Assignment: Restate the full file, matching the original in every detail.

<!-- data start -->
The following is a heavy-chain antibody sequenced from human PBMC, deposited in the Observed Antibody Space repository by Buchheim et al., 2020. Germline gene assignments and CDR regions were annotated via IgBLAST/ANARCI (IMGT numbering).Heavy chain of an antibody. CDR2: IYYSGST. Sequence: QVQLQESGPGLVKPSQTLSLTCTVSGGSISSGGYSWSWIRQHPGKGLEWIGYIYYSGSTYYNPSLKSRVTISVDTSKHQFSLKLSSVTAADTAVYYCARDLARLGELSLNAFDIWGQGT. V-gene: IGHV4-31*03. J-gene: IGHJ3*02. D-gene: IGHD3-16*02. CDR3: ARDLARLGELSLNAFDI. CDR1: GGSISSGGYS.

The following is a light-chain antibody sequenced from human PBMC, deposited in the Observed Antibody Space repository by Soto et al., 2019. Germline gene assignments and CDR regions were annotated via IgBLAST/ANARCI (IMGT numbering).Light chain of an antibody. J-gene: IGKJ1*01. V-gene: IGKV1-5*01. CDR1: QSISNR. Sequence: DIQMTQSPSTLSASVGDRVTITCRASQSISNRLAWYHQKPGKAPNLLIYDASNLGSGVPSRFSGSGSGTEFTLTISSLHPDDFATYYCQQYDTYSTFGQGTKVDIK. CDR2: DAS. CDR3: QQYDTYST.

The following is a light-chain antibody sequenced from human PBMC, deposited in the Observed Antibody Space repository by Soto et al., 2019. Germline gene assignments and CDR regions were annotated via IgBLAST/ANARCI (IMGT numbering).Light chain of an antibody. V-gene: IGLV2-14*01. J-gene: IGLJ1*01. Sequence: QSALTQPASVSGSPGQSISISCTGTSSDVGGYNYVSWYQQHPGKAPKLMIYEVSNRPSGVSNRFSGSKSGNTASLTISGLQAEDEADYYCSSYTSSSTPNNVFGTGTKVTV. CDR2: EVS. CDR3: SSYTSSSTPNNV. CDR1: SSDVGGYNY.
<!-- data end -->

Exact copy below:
The following is a heavy-chain antibody sequenced from human PBMC, deposited in the Observed Antibody Space repository by Buchheim et al., 2020. Germline gene assignments and CDR regions were annotated via IgBLAST/ANARCI (IMGT numbering).Heavy chain of an antibody. CDR2: IYYSGST. Sequence: QVQLQESGPGLVKPSQTLSLTCTVSGGSISSGGYSWSWIRQHPGKGLEWIGYIYYSGSTYYNPSLKSRVTISVDTSKHQFSLKLSSVTAADTAVYYCARDLARLGELSLNAFDIWGQGT. V-gene: IGHV4-31*03. J-gene: IGHJ3*02. D-gene: IGHD3-16*02. CDR3: ARDLARLGELSLNAFDI. CDR1: GGSISSGGYS.

The following is a light-chain antibody sequenced from human PBMC, deposited in the Observed Antibody Space repository by Soto et al., 2019. Germline gene assignments and CDR regions were annotated via IgBLAST/ANARCI (IMGT numbering).Light chain of an antibody. J-gene: IGKJ1*01. V-gene: IGKV1-5*01. CDR1: QSISNR. Sequence: DIQMTQSPSTLSASVGDRVTITCRASQSISNRLAWYHQKPGKAPNLLIYDASNLGSGVPSRFSGSGSGTEFTLTISSLHPDDFATYYCQQYDTYSTFGQGTKVDIK. CDR2: DAS. CDR3: QQYDTYST.

The following is a light-chain antibody sequenced from human PBMC, deposited in the Observed Antibody Space repository by Soto et al., 2019. Germline gene assignments and CDR regions were annotated via IgBLAST/ANARCI (IMGT numbering).Light chain of an antibody. V-gene: IGLV2-14*01. J-gene: IGLJ1*01. Sequence: QSALTQPASVSGSPGQSISISCTGTSSDVGGYNYVSWYQQHPGKAPKLMIYEVSNRPSGVSNRFSGSKSGNTASLTISGLQAEDEADYYCSSYTSSSTPNNVFGTGTKVTV. CDR2: EVS. CDR3: SSYTSSSTPNNV. CDR1: SSDVGGYNY.